Your Cat Declawing

Your Cat Declawing

Your Cat Declawing
Your Cat Declawing

Your Cat Declawing

Your Cat Declawing . This is a very emotional and controversial topic, but it needs to be looked at. As a cat owner who has had trouble with cats scratching in her home, it’s hard not to be biased, but let’s give the issue of declawing a fair chance and look at the pros and cons.

There are two types of surgery that are often used to get rid of this problem. One is to cut the tendon that connects a cat’s claw to its foot bone. Even though the claw is still there, the cat can’t use it because it’s no longer connected to the tendon that moves it.

In the second method, a laser is used to do the cutting. During this procedure, the lateral attachment is taken off. Next, the claw is taken off.

Proponents of both of these procedures say there isn’t much pain or blood loss. They also say that after surgery, most cats are up and running around in no time. Great!

But what they don’t say is that both procedures are invasive (as is any surgery), that both require general anesthesia, and that both can cause problems, especially for older cats. The second method is called “amputation.” They also don’t mention what many people have said, which is that their cat started biting after surgery when it hadn’t done that before. What I’ve read also doesn’t explain why so many people say their cats’ behavior changed drastically afterward.

I read that one of these people said, “This procedure will be necessary for medical reasons and other reasons as well.” But it doesn’t say any of those things.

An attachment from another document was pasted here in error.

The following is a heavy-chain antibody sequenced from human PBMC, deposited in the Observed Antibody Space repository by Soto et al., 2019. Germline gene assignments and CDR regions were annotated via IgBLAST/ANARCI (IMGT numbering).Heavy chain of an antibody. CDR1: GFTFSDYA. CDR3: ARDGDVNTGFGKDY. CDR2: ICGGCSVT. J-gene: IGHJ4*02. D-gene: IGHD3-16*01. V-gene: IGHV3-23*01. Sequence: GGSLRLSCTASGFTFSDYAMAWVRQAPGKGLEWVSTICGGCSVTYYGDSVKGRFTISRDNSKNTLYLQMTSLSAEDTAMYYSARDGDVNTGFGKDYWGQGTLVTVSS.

For me, it all comes down to the question, “How would you feel if God took away a part of your body?” I can only think of one “pro.” No matter which procedure you choose, your cat won’t be able to claw your furniture and carpets afterward. But there are still a lot of “con” arguments against this.

We had a terrible time with our cat Milo when he got a lower urinary tract infection and had to stay in a local vet clinic for two nights while he was operated on and watched for this common health problem in cats. After seeing how scared he was at the clinic and then worrying about whether or not he would live because he wouldn’t eat for a week after we brought him home and had to be forced to drink water to stay alive, we just couldn’t bring ourselves to think about declawing him, no matter how annoying his clawing was.

Milo is a family member. God gave him all of his parts for a reason, and to us, taking away his claws would be like saying he is less important than any other member of our family, which is something we couldn’t do.

Pets trust us to look out for what’s best for them. When we take on the responsibility of owning a pet, we make a promise to protect it, care for it, and make sure it is taken care of. If you’re thinking about declawing your cat to stop it from scratching, I’d urge you to try some less invasive methods first before taking such a drastic step. Why take the chance of possible side effects and the trauma that can come with surgery when there are other, less invasive ways to solve this problem?

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